New York City grapples with wildfire smoke from Quebec as health concerns rise | World News - Hindustan Times
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New York City grapples with wildfire smoke from Quebec as health concerns rise

Jun 07, 2023 05:30 PM IST

The concerning surge in air pollution in New York City as smoke from over a hundred wildfires in Quebec blankets the region.

New York City witnessed a concerning surge in air pollution on Tuesday as smoke from over a hundred wildfires in Quebec drifted southward.

New York City ranks as the global leader in severe air pollution due to the southward drift of harmful smoke from over a hundred wildfires raging in Quebec.
New York City ranks as the global leader in severe air pollution due to the southward drift of harmful smoke from over a hundred wildfires raging in Quebec.

The persistent poor air quality caused by Canada's fires has raised significant health concerns in the Northeast and Mid-Atlantic regions for over a week.

At one point on Tuesday night, New York City's air quality index reached "very unhealthy" levels, topping the list of major metropolitan areas with the worst air quality, according to IQair.

Later that night, New York City ranked second in the world for air pollution, following New Delhi, India. Other cities on the list included Doha, Qatar; Baghdad, Iraq; and Lahore, Pakistan.

The impact of this air pollution extends beyond New York City.

At least 10 school districts in central New York State had to cancel outdoor activities and events, affecting academic, athletic, and extracurricular schedules.

The tiny particulate matter, PM2.5, found in wildfire smoke poses severe health risks, as it can penetrate deep into lung tissue and enter the bloodstream. Health issues associated with PM2.5 exposure include asthma, heart disease, and respiratory illnesses. Alarmingly, the concentration of PM2.5 in New York City's air on Tuesday exceeded the World Health Organization's guidelines by over ten times.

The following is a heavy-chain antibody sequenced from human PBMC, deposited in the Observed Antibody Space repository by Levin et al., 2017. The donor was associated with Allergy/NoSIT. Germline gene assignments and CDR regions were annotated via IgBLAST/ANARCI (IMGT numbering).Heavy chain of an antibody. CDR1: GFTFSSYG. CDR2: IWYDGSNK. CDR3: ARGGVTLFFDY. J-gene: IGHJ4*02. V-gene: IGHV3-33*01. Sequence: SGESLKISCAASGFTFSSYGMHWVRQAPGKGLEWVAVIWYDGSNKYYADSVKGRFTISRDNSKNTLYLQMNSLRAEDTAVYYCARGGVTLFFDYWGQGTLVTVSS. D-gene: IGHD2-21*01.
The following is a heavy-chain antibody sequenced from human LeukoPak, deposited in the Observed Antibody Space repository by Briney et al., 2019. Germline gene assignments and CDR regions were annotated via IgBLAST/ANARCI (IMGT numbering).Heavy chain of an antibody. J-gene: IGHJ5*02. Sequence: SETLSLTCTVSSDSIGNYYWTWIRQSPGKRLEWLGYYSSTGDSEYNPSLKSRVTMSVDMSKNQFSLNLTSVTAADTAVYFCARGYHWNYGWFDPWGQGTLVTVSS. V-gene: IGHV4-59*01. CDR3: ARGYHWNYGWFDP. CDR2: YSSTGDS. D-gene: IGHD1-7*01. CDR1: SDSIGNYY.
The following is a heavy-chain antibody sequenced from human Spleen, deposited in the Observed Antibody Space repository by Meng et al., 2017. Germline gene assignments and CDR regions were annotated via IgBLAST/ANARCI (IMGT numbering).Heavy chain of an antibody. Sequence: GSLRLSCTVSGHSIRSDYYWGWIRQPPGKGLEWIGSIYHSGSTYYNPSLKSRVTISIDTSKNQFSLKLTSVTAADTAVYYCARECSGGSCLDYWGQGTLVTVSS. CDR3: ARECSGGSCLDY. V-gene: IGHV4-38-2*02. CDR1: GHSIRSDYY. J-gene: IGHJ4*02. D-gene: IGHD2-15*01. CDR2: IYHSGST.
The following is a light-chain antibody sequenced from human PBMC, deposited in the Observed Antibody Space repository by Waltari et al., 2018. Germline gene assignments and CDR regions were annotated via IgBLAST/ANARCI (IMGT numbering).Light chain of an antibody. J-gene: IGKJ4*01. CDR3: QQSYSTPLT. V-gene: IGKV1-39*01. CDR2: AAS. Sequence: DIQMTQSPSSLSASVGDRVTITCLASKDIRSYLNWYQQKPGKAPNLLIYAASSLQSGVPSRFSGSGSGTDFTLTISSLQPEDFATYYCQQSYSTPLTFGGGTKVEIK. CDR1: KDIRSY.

William Barrett, the national senior director of clean air advocacy at the American Lung Association, emphasized the importance of staying indoors during episodes of high pollution and monitoring any symptoms that may arise, particularly for vulnerable groups such as children, senior citizens, pregnant individuals, and those with respiratory or cardiovascular diseases.

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Barrette explained, “If you can see or smell smoke, know what you’re being exposed. And it’s important that you do everything you can to remain indoors during those high, high pollution episodes, and it’s really important to keep an eye on your health or any development of symptoms,” added, “are children, senior citizens, people who are pregnant or people with respiratory or cardiovascular diseases.”

“Really, make sure you take appropriate steps to check in with health care providers about any concerning symptoms that come up during these events,” the national senior director of clean air advocacy said.

Quebec is currently grappling with over 150 active wildfires, more than any other Canadian province.

In 2023 alone, Quebec has experienced twice the average number of wildfires for this time of year, scorching nearly 9 million acres across Canada.

The impact of the smoke is not limited to the Northeast, as air quality alerts were issued in parts of the Midwest as well. Detroit and Chicago were affected by the spread of wildfire smoke, with Detroit appearing in IQair's top 10 worst locations for air pollution on Tuesday afternoon.

The National Weather Service in Chicago stated, “Weather conditions are such that widespread ozone and or particulate levels are expected to be at or above the unhealthy for sensitive groups category of the air quality index.”

The exacerbation of wildfires can be attributed to human-caused climate change, which has contributed to hotter and drier conditions.

Recent scientific reports have linked the carbon pollution produced by the largest fossil fuel and cement companies to millions of acres burned in the Western US and Canada. The resulting smoke travels great distances, exposing millions of people to hazardous air quality.

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The urgent need to address climate change and its impact on wildfires is evident.

Glory Dolphin Hammes, CEO of IQAir North America, emphasized that wildfires are closely tied to climate change and unsafe conditions created by it. As the smoke continues to spread, a cold front is expected to push it further south and east throughout the week. Authorities are urging individuals, especially those in sensitive groups, to take precautions and limit outdoor activities to protect their health.

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